Below you’ll gain an overview of some of the basic materials you’ll need, including brushes for oil painting and tips for cleaning them, pulled directly from her book Discover Oil Painting. Enjoy!
Brushes For Oil Painting
Brushes come in a variety of styles. Eventually, you’ll determine your own favorite brushes to use. Until then, you’ll probably want to experiment with a few different brush types and sizes.
Here are some basic brush descriptions, though the length of the bristles often varies from brand to brand:
- Round: round with a pointed tip
- Flat: flat with squared ends
- Bright: flat with shorter bristles than flat brushes
- Filbert: flat with rounded ends
- Fan: flat and shaped like a fan — the only fan brush I use is one out of which I have cut some of the bristles in a ragged pattern to make a very rough scraggly mark
I use hog bristle brushes in a variety of brands, from Nos. 2 to 10 for the lion’s share of my painting, but I also like synthetic mongoose brushes, flats, brights and filberts in several sizes.
The synthetic mongoose brushes I use are Winsor & Newton Monarch brushes. They are sized differently from bristle brushes, with a No. 14 being about 0.5 inches (1.25 cm) wide. The Monarch Nos. 0 and 2 are good for small branches, as are the Nos. 0 and 2 filberts. I use a Winsor & Newton Sceptre Gold II No. 1 round for tiny twigs and for my signature.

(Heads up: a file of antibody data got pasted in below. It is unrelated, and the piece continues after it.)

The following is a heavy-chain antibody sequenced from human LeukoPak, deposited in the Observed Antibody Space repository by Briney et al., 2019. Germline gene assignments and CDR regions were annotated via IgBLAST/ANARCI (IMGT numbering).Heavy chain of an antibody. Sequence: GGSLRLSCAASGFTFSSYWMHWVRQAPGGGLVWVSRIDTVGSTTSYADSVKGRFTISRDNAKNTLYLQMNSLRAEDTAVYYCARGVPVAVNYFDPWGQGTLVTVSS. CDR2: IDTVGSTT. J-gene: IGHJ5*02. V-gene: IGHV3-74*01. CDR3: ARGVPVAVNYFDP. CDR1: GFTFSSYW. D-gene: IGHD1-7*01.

How to Clean Oil Paint Brushes
You’ll need odorless mineral spirits (OMS), a rag and tissues or paper towels. (I use the least expensive pop-up facial tissues.)
It’s especially important to clean your brush between values, and often different colors of the same value, if you don’t want your colors to mix. If you’ve been applying a light-value color and need to add a darker value, simply wipe the brush with a tissue.
However, if you want to add light value over dark, the brush needs more thorough cleaning. Wipe the brush, then wash in OMS by rubbing it over the coil in a silicoil brush cleaning tank. Wipe the OMS off the brush firmly with a tissue before picking up the light-colored paint.
I generally only change brushes when I need a different size or shape, not because the brush isn’t clean enough. Normally I use about three or four brushes during a painting session, and I clean them as I go.
I used to grab a different brush instead of cleaning the one in my hand. By the end of a painting session, however, I would be too tired to clean them properly and would leave them to be cleaned later on. I ruined a few brushes that way. So now I clean as I go, which is quick and easy. It makes clean-up at the end of my painting day a breeze.
Want More from Julie Gilbert Pollard?
In the quick video tutorial below, Pollard demonstrates how to simplify the subject of your painting by seeing the large shapes without the distraction of color. Follow along as she chooses a monochrome color to underpaint these shapes as values — for the perfect first step in your oil painting process.
Still want more from Pollard? Check out her video workshops on ArtistsNetwork.tv.